Game of Thrones Costumes: Are There Hidden Messages?

'Game of Thrones' costumes.

An exhibition of costumes and props from the movie 'Game of Thrones' at the Maritime Museum of Barcelona, Spain. (Image: Lestertairpolling via Dreamstime)

Game of Thrones is one of the most popular fantasy drama television series, and it has developed a global audience. Shot in various countries, the series has taken its inspiration from various cultural sources.

Anyone who has watched Game of Thrones will definitely have noticed the elaborate costumes adorned by different characters. But have you ever thought that there might be hidden messages in the costumes of the series? There actually has not been much discussion on this topic, as viewers have been mesmerized by the performances and the plot of the series.

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The costume designer of the series, Michele Clapton, is a British costume designer. She won an Emmy Award for the costumes in Game of Thrones in 2012. She went on to win again in 2014 and 2016.

Game of Thrones costumes.
Clapton opines that while the show is a fantasy drama, she obtained her inspiration for the various costumes from across the globe. (Image: Lestertairpolling via Dreamstime)

Clapton opines that while the show is a fantasy drama, she obtained her inspiration for the various costumes from across the globe. If you look closely, you will observe that costume inspirations have come from the Japanese, Persians, Mongols, and Inuits. Chinese influence in costume design is also quite prominent in the series.

Clapton says that a costume should be designed in such a way that it becomes an integral part of the storytelling. She says: “It’s so easy to draw a pretty dress in a fun way. But this is so much more about finding the right look and telling so much more about that character, and that’s what I really, really enjoy: the storytelling.” Proper clothing adds personality and depth to the various dark, devious, and demented characters in the series.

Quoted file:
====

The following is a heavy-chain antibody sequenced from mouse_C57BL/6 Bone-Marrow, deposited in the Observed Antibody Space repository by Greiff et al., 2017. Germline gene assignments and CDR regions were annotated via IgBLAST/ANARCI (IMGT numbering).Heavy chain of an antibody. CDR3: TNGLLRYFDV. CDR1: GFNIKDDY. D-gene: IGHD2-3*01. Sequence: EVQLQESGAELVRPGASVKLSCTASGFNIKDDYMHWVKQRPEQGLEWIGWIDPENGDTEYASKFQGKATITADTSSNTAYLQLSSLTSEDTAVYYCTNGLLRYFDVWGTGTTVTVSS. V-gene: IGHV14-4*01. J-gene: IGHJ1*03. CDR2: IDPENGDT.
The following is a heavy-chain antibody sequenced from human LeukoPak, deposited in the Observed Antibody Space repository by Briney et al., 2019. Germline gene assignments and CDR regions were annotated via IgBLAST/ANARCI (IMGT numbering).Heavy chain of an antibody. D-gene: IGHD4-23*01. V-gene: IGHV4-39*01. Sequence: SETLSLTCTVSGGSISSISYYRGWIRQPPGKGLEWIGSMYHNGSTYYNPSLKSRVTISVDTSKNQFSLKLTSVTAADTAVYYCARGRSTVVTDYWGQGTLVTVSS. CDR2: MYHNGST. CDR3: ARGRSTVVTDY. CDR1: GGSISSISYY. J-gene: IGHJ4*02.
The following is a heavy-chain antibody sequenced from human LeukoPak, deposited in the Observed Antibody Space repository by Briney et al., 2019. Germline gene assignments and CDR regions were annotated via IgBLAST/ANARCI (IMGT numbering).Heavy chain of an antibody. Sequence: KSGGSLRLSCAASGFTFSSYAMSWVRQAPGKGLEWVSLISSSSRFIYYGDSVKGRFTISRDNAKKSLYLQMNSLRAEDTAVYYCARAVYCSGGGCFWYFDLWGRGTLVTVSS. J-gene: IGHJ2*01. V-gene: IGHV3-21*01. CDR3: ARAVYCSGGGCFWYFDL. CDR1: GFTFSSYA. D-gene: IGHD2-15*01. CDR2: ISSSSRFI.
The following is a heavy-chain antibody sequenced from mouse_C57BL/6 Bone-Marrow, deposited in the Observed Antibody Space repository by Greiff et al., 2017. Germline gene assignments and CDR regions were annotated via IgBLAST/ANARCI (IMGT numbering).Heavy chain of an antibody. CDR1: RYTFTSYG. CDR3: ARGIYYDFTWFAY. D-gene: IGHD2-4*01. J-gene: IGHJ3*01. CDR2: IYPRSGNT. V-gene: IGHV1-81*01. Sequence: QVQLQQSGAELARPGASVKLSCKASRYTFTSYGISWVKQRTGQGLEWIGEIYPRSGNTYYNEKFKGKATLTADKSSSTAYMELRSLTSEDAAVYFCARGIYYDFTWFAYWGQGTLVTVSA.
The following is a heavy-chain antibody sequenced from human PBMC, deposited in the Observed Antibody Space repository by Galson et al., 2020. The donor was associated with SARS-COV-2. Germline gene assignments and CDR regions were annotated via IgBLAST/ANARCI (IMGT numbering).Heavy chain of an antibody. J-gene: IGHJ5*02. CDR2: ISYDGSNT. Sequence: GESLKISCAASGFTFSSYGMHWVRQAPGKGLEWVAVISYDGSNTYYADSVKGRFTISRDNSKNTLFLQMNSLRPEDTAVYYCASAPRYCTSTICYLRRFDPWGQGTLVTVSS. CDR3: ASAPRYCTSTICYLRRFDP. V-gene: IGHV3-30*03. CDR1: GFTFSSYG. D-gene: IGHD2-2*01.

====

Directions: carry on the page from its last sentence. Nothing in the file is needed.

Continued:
Check out the details

Through the small screen, it might not always be possible to catch the smallest details of the costumes. But Clapton insists that these small details contribute to the depth of a persona. This is the reason that the designer invests a considerable amount of time and effort into these intricate details even though almost no one notices them. The embroidery done on the dresses depicts the life of a character and reveals how they see themselves, which adds to the production value.

On the clothing of each character, there is a depiction of a “sigil,” or a family crest. For instance, Sansa’s family sigil is a dire wolf, while that of the Lannister family is the lion. Sansa’s wedding in the Lannister family clearly depicts that she has been caught against her will. Also, Daenerys, the dragon queen, has scales on the blue dress that she adorns. Cersei has birds sewn on her costume as she calls her people “my little birds.” The dresses when seen speak much about the character and storyline.

Kimono-style costumes from 'Game of Thrones,'
In the kimono-style dresses in ‘Game of Thrones,’ the outer layer was folded onto the inner layer to the left. (Image: Lestertairpolling via Dreamstime)

Inspiration from the East

There is a close resemblance to Chinese ideology when it comes to the costume choices of Games of Thrones. This ideology could have foreshadowed the fate of almost all major characters in the series. The use of Hanfu clothing, in particular, Mandarin collars in costumes and horse face skirts, was quite prominent in the show.

The kimono is the most popular historic dress in Japan and many female characters in Game of Thrones are seen to wear kimono-inspired costumes. But there is a twist and whether it is intentional or if it is a mistake is unknown. In the kimono-style dresses in Game of Thrones, the outer layer was folded onto the inner layer to the left. But in normal kimonos, the outer layer is always folded to the right.

When the outer layer is folded to the right it speaks of positive energy and life and when it is done to the left, it signifies negative energy and death. In Game of Thrones, the latter was done. It was seen that most of the characters who adorned such styled costumes eventually faced doom at the end.

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